Gallium PSMA PET/CT May Influence Management Plan in High Proportion of Patients
PSMA (prostate-specific membrane antigen) is found in prostate cancer cells and has elevated expression compared to benign prostatic tissue. Gallium scans using PSMA as a tracer (ie, 68GaPSMA-positron emission tomography [PET]/computed tomography [CT] scans) are reported to be more sensitive than conventional imaging techniques in patients with prostate cancer. Recently, a prospective multicenter study in Australia investigated how 68Ga-PSMA PET/CT scans impact patient management decisions in a population of patients with primary or recurrent prostate cancer. A total of 431 men were assessed with and without the use of 68Ga-PSMA PET/CT imaging to develop their management plans. The study included a mix of disease states, mostly patients being assessed for restaging/biochemical recurrence (75%) but also for primary staging of intermediate- and high-risk disease (25%). Overall, 68GaPSMA-PET/CT scanning led to a change in planned management in 51% of patients. For patients with biochemical failure after definitive surgery and/or radiation treatment, 62% had a change in management intent, compared with patients undergoing primary staging, where there was a 21% change in management intent. Imaging with 68GaPSMA-PET/CT revealed unsuspected disease in the prostate bed in 27% of patients, locoregional lymph nodes in 39%, and distant metastatic disease in 16% of patients.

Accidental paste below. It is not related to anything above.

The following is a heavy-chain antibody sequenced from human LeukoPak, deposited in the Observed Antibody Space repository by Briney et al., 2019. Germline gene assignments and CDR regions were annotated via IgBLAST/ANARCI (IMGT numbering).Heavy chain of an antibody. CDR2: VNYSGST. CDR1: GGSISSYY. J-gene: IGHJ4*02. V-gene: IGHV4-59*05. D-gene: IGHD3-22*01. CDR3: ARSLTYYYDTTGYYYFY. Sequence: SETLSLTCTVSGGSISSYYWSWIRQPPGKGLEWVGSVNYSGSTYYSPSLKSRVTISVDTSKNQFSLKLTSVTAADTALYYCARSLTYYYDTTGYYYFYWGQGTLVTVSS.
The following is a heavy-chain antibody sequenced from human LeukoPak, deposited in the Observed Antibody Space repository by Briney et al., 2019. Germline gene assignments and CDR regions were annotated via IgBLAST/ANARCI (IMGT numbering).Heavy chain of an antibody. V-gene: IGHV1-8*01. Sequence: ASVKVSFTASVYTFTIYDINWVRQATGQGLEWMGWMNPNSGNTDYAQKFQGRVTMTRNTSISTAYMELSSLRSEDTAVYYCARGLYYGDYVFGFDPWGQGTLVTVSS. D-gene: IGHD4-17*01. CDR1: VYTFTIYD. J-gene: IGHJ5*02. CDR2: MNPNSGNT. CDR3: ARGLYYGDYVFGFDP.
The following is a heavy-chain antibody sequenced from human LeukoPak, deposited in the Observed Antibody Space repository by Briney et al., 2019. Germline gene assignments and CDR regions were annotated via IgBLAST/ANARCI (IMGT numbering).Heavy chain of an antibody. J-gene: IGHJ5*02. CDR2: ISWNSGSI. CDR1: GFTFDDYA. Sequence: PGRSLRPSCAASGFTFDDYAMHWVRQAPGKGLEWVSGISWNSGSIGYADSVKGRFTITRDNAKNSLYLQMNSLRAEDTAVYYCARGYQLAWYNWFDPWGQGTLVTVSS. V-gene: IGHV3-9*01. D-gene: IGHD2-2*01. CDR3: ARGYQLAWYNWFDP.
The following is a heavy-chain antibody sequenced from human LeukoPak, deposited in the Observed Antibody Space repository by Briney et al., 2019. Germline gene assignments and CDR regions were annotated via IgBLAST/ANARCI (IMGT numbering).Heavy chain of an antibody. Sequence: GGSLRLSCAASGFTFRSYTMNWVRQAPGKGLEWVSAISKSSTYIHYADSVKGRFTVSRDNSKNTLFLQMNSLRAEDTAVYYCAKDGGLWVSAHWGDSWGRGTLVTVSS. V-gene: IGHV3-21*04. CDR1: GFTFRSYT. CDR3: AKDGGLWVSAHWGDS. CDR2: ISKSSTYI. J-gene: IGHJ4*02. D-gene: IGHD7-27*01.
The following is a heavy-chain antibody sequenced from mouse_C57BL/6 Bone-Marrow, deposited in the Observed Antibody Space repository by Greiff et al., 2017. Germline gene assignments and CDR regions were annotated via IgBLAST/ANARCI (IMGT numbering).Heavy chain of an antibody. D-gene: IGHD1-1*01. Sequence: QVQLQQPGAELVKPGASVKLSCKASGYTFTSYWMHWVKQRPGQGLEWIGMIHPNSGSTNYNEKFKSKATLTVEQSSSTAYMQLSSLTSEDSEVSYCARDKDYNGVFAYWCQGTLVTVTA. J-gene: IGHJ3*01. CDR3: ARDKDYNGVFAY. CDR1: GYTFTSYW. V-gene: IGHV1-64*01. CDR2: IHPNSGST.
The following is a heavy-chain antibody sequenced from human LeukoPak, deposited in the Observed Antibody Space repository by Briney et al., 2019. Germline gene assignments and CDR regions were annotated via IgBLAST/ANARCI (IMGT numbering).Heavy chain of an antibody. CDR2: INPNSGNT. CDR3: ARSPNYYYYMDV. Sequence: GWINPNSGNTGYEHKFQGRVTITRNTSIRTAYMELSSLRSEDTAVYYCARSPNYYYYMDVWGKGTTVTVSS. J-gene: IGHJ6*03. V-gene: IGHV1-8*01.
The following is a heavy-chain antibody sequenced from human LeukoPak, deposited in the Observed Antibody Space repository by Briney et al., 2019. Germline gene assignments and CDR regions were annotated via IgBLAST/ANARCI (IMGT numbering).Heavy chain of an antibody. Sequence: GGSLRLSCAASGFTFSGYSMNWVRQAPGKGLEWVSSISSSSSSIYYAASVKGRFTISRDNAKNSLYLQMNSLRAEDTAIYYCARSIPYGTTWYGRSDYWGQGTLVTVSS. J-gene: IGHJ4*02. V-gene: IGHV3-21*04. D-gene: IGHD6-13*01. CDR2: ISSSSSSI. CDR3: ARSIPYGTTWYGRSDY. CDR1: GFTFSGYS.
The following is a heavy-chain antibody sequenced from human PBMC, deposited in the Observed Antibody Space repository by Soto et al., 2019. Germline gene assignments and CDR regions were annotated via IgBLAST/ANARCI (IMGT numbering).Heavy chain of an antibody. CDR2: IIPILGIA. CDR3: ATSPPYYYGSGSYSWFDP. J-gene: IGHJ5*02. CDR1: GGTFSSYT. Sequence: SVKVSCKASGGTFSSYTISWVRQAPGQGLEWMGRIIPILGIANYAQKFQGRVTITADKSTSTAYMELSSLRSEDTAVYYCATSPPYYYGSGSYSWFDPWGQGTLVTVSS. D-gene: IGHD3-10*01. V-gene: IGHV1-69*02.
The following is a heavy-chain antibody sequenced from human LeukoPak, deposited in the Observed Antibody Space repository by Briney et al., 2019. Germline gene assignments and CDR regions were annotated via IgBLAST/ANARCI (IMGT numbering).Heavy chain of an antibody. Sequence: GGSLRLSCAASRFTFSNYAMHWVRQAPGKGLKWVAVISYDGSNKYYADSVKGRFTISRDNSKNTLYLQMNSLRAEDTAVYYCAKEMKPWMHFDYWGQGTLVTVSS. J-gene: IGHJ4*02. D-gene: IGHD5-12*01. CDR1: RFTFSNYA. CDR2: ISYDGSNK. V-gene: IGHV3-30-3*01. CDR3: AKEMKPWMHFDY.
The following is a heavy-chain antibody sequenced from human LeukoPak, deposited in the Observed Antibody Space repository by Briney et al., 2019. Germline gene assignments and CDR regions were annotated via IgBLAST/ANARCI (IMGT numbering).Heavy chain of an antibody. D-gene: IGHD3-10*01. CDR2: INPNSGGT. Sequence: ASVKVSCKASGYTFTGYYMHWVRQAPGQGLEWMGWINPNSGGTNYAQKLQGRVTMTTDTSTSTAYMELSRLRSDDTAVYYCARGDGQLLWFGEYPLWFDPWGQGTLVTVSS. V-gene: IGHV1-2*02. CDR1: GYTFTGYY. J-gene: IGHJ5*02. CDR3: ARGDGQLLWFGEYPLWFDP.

Chief Medical Science Officer, Sema4
One of the issues right now is whether or not we can get better imaging so that, for patients with rising prostate-specific antigens (PSAs) and no overt metastasis, for instance, we can potentially use imaging to stratify these patients to get the appropriate specific therapy.
Currently, there is quite a bit of momentum in examining the failures of conventional imaging modalities (ie, bone scan and CT). It’s very frustrating for patients and clinicians to confront rising PSAs and no overt metastasis – these are patients for whom we may know that they have failed surgery and radiation and, nonetheless, we still can’t accurately locate the site of their malignancy. We’re seeing a lot of momentum with gallium and F-18 PSMA tests.
“We’re seeing a lot of momentum with gallium and F-18 PSMA tests.”